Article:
Dog People and Cat People Personality Types
Pet Preference and Personality
Dog People and Cat People
Do dog people really have different personalities than cat people?
Some people call themselves dog people or cat people. What makes a person have a preference over one species of a pet over another?
When you talk to people about pets, they most probably will reveal that they are either a dog lover or a cat lover. Sometimes people’s preference is very strong. Some people are not just cat or dog lovers, some people are haters of one or the other species.
It is believed that people who are dog lovers or cat lovers of those who hate the species, may fit into a particular personality type.
Dogs and cats do have distinct behavioral characteristics and these behaviors may reflect the way a person can interact with their pets.
Pets and People Personality Types
Personality Traits and Pet Preferences
In the wild, non domesticated cats are solitary hunters and are active at night. Wild canines are social animals that travel together in groups. Dogs work together during daylight, from dawn to dusk. All dogs evolved from the wolf. Wolves are also pack animals. Dogs do not do well on their own. When they don’t have a pack, they look somewhat lost. Domesticated dogs retained these qualities and when they are adopted by a human family, the dog looks at the people they live with as part of their pack. A dog wants to be part of the activities of their family, sometimes even intruding on the things they are doing in order to be part of what everyone is doing and when they want to play or they feel bored.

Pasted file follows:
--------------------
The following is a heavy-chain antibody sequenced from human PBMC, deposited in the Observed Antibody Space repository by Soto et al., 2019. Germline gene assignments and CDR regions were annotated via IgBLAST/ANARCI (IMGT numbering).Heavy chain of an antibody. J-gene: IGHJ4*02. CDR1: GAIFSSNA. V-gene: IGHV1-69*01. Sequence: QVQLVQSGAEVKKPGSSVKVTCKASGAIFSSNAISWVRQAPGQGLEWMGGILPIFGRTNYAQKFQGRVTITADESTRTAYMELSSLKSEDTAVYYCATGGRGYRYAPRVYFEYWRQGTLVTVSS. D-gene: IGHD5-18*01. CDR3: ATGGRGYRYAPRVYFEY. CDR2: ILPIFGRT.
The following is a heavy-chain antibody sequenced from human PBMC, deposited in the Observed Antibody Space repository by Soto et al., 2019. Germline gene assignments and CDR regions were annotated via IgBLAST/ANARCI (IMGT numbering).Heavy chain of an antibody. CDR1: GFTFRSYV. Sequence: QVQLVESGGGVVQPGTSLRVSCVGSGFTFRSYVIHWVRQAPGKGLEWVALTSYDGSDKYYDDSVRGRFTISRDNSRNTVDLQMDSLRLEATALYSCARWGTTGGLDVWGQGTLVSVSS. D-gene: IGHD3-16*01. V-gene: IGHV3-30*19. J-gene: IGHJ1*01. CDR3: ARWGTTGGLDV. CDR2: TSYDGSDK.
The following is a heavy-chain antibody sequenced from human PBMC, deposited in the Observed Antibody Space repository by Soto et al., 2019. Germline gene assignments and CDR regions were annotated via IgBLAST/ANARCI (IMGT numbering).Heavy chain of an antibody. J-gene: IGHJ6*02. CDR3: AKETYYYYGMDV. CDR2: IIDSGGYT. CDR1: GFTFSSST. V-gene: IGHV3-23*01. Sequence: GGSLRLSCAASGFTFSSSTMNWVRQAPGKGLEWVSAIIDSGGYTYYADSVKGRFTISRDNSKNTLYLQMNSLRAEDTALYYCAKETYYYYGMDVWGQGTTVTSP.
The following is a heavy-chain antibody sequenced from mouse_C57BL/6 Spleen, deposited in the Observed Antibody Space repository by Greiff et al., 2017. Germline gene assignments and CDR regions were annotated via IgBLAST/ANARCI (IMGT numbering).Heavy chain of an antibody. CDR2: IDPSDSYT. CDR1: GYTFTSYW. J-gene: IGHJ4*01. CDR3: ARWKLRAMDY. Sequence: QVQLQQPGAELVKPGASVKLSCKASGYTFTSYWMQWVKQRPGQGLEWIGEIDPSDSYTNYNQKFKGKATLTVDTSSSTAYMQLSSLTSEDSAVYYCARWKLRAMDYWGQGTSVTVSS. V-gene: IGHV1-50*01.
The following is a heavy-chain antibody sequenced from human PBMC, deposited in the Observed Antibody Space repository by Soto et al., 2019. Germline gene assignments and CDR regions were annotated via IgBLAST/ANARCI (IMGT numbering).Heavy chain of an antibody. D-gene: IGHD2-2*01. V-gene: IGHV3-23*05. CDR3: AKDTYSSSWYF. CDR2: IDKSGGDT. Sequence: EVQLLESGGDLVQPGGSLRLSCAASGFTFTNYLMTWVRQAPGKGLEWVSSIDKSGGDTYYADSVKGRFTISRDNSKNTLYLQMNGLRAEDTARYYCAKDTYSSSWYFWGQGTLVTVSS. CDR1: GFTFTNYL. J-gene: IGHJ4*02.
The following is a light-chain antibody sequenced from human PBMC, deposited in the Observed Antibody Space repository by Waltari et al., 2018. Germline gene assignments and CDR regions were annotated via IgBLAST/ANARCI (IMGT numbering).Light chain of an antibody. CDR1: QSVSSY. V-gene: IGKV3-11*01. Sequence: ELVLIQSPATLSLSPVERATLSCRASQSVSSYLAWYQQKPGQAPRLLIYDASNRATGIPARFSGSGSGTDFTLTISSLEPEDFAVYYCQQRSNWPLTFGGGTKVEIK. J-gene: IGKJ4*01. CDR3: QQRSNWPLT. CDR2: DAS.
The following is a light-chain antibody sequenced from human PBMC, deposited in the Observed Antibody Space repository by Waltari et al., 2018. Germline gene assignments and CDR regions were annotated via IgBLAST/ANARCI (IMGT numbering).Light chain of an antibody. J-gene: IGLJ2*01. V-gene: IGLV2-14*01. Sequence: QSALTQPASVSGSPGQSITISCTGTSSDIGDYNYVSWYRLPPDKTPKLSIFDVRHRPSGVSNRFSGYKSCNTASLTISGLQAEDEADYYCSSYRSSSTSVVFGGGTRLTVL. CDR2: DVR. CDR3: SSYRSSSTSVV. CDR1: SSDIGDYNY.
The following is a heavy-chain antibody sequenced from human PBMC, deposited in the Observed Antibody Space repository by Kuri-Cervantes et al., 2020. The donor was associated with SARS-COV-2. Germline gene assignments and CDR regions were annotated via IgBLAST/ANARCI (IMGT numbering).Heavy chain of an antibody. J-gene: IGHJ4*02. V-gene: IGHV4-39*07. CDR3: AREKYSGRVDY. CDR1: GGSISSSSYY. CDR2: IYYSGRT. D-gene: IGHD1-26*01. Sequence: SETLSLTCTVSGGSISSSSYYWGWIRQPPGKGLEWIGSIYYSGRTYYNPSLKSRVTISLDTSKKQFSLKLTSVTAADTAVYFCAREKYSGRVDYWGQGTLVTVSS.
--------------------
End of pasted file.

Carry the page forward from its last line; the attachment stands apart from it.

Cats may or may not be part of the family activities, and if they are, their interest is limited.
There Are Dog People
Differences Between Dog People and Cat People
In a poll done by Associated Press - Petside.com, there are more dog lovers than cat lovers. the majority of the people in their study had a strong preference for liking dogs. Only 4% said they disliked dogs, and 25% said they disliked cats. Married men were the most likely to dislike cats.
In another study done by psychologist Sam Gosling, at the University of Texas in Austin, over 4500 participants were asked in a web based study if they considered themselves dog lovers or cat lovers, neither or both. The people were also given a personality assessment test that would classify their personality into the Big Five personality traits. His research results showed that there are major personality differences between dog people and cat people.
According to the study, dog people showed that they were slightly more extroverted by 15%, slightly more agreeable by 13% than cat people, and 11% more conscientious than cat people. Both agreeableness and extroversion are associated with sociability. Conscientiousness has to do with self discipline, completing tasks, and achieving. Conscientious people often schedule things, rather than being spontaneous.
The study also showed that cat people were slightly more open than dog people, by about 11%, and slightly more neurotic, by 12%, than dog people. Being open has to do with wanting exposure and appreciation for adventure, creativity, art, curiosity, emotions, and gaining a variety of experience. People who rank higher on the openness range are more likely to have less conventional beliefs, be somewhat less traditional thinking.